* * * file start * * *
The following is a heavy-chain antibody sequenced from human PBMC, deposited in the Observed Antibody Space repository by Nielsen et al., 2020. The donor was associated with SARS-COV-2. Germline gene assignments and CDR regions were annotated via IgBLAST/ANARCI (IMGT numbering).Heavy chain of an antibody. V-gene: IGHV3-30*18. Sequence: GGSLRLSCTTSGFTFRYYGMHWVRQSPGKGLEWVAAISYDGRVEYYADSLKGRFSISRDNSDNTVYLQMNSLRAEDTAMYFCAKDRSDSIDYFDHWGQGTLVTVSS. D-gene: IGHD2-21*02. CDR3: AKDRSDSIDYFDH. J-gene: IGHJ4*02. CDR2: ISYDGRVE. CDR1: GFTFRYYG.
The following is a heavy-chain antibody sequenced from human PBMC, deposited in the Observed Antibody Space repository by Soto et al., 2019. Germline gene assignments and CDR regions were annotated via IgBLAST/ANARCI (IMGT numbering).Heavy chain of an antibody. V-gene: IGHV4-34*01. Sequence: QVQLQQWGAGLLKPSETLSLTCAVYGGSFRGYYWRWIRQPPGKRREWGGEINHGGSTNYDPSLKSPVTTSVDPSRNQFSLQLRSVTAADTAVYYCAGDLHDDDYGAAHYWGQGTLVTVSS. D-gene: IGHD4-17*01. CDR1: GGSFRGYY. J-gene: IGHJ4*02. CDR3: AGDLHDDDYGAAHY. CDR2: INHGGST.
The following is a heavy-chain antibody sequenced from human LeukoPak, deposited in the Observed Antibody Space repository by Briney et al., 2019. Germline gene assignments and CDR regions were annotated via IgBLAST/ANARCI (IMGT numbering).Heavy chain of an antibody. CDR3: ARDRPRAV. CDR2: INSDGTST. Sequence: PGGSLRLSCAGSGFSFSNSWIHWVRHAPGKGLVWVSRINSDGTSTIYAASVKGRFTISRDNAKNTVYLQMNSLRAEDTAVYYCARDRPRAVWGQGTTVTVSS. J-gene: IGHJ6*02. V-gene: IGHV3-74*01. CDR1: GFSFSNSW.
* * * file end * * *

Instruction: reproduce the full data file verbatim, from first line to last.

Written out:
The following is a heavy-chain antibody sequenced from human PBMC, deposited in the Observed Antibody Space repository by Nielsen et al., 2020. The donor was associated with SARS-COV-2. Germline gene assignments and CDR regions were annotated via IgBLAST/ANARCI (IMGT numbering).Heavy chain of an antibody. V-gene: IGHV3-30*18. Sequence: GGSLRLSCTTSGFTFRYYGMHWVRQSPGKGLEWVAAISYDGRVEYYADSLKGRFSISRDNSDNTVYLQMNSLRAEDTAMYFCAKDRSDSIDYFDHWGQGTLVTVSS. D-gene: IGHD2-21*02. CDR3: AKDRSDSIDYFDH. J-gene: IGHJ4*02. CDR2: ISYDGRVE. CDR1: GFTFRYYG.
The following is a heavy-chain antibody sequenced from human PBMC, deposited in the Observed Antibody Space repository by Soto et al., 2019. Germline gene assignments and CDR regions were annotated via IgBLAST/ANARCI (IMGT numbering).Heavy chain of an antibody. V-gene: IGHV4-34*01. Sequence: QVQLQQWGAGLLKPSETLSLTCAVYGGSFRGYYWRWIRQPPGKRREWGGEINHGGSTNYDPSLKSPVTTSVDPSRNQFSLQLRSVTAADTAVYYCAGDLHDDDYGAAHYWGQGTLVTVSS. D-gene: IGHD4-17*01. CDR1: GGSFRGYY. J-gene: IGHJ4*02. CDR3: AGDLHDDDYGAAHY. CDR2: INHGGST.
The following is a heavy-chain antibody sequenced from human LeukoPak, deposited in the Observed Antibody Space repository by Briney et al., 2019. Germline gene assignments and CDR regions were annotated via IgBLAST/ANARCI (IMGT numbering).Heavy chain of an antibody. CDR3: ARDRPRAV. CDR2: INSDGTST. Sequence: PGGSLRLSCAGSGFSFSNSWIHWVRHAPGKGLVWVSRINSDGTSTIYAASVKGRFTISRDNAKNTVYLQMNSLRAEDTAVYYCARDRPRAVWGQGTTVTVSS. J-gene: IGHJ6*02. V-gene: IGHV3-74*01. CDR1: GFSFSNSW.